A picture of an election ballot containing the names of Alabama head football coach Nick Saban and men’s golf coach Jay Seawell as write-in presidential and vice-presidential candidates, respectively, made the rounds on Twitter on Tuesday, leading Seawell to a good chuckle. Saban led his team to the national championship in 2012. Seawell’s team lost to Texas in the final match of last spring’s NCAA Championship, and was Golfweek’s preseason No. 1 team.
“It just shows you the power of Coach Saban,” Seawell told Golfweek on Wednesday.
Seawell said he doesn’t know the name of the person who filled out the ballot, then took a picture of it before leaving the polls.
Suppose Seawell did win a vice-presidential nod – or a presidential one – in the world of college golf. What would his first act in office be?
“I would put a 24-second shot clock on college golf," he said without hesitation.
The field has been announced for the 2012 Western Refining All-America Golf Classic, the all-star game of the collegiate game. The field consists of last year’s Division I All-Americans (with a limit of two per team), as well as the U.S. Amateur champion, Chattanooga’s Steven Fox, and the NCAA Division II player of the year, Nova Southeastern’s Ben Taylor. The 54-hole tournament will be held Nov. 18-20 at El Paso (Texas) Country Club. Alabama’s Cory Whitsett, the defending champion, also is in the field. Here are the rest of the participants:
Anders Albertson, Georgia Tech
Anton Arboleda, UCLA
Zac Blair, BYU
Dominic Bozzelli, Auburn
Sebastian Cappelen, Arkansas
John Catlin, New Mexico
Corey Conners, Kent State
Pedro Figueiredo, UCLA
Steven Fox, Chattanooga
Brandon Hagy, Cal
Max Homa, Cal
Jeffrey Kang, USC
Will Kropp, Oklahoma
Keith Mitchell, Georgia
Cameron Peck, Texas A&M
Kevin Penner, UNLV
Thomas Pieters, Illinois
Patrick Rodgers, Stanford
Julian Suri, Duke
Benjamin Taylor, Nova Southeastern
Justin Thomas, Alabama
Cory Whitsett, Alabama
Joseph Winslow, Iowa
Former Notre Dame standout Chris Walker is now a SpeedGolf world champion.
The first-ever SpeedGolf World Championships took place Oct. 20-21 at Bandon Dunes in Bandon, Ore., with 14 players from around the world competing for the inaugural title.
The two-round event – Saturday at Old Macdonald and Sunday at Bandon Dunes – combined golf and running. A player’s total score is computed by adding the number of strokes to the time it took to complete the round. For example, Walker shot 77 in 53 minutes, 29 seconds, on the first day, then shot 76 in 56:59 for a two-day total of 263.28.
“You definitely have to be a certain kind of golfer for speed golf,” said Walker, a native of The Woodlands, Texas.
Walker had never heard of speed golf until he received an email from Tim Scott, who has been a top speed golfer for years.
Scott had sent an email to all players in the field at the Adams Pro Golf Tour stop in Oklahoma, asking if players were interesting in participating in the SpeedGolf World Championships. In that email he also mentioned that players had to be in top physical shape.
“I’m not a ...
Tim Mickelson’s passion – and job – is coaching the men’s golf team at Arizona State.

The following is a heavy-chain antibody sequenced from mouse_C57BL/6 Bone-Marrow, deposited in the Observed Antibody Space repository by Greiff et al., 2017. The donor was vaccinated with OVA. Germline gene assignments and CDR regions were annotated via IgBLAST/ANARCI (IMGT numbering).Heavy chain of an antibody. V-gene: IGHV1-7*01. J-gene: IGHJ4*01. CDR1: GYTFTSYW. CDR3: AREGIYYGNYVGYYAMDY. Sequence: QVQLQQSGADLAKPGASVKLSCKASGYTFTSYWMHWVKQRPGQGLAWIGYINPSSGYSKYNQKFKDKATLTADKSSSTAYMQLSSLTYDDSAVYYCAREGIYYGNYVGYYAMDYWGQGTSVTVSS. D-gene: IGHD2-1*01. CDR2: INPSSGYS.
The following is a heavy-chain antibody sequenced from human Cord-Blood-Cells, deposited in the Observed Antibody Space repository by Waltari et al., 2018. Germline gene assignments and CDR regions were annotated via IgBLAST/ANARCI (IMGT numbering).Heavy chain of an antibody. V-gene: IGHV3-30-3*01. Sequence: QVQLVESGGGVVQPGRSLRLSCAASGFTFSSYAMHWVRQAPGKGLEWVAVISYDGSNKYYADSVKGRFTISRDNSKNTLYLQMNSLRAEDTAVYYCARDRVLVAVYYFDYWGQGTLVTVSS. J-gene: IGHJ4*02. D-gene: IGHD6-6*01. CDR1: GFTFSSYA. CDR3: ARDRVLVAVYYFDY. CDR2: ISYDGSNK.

His second passion? Horses.
He started betting on the horses at Del Mar Race Track as a teenager. In 2003, he met a trainer and decided to own part of a horse. He owned 1/8 of Eightthehardway.
“She (Eightthehardway) never amounted much,” Mickelson said. “But the thrill of ownership had caught my attention."
About four years ago, Mickelson was playing golf with a few buddies and they decided on the spot to form a partnership where each friend would own one quarter of the partnership. Mickelson decided he wanted to be more involved, and became the managing partner of Magical Racing Stable.
They owned One Magical Girl before buying their current horse, Under Review, a Thoroughbred bred in Kentucky. He’d rather not disclose the other owners of Under Review, but the horse is special enough that they could only afford to buy 25 percent of the horse.
“He costs more because he has potential,” Mickelson said. “It also means next May he may be eligible for things like the Kentucky Derby.”
The horses for the Nov. 3 running of the 29th Breeders ...
As the Rutgers women’s team played its way through the second round of the Lady Paladin Invitational on Oct. 27, head coach Maura Ballard had to keep an eye on Hurricane Sandy as it approached the team’s home in Piscataway Township, N.J.
The team’s travel director and the Rutgers athletic department were doing the same, wondering how to get the team home safely, and if that would mean pulling the plug on one of the most prestigious tournaments on the Scarlet Knights’ fall schedule.
As Sandy made its way up the East Coast, Ballard had been communicating with her travel director back home about possible flight cancellations caused by the storm. Because the team arrived in Greenville, S.C., on Oct. 24 for the Lady Paladin, and already had missed three days of school, the concern was missing three more days of classes if air traffic to the Northeast ceased.
Rutger’s flight home was canceled at midday Saturday, and as Ballard coached, her travel director scrambled to book another flight. Ballard was pulling for any way to keep her team in the tournament, even if it meant driving home Sunday evening.
“If you get new ...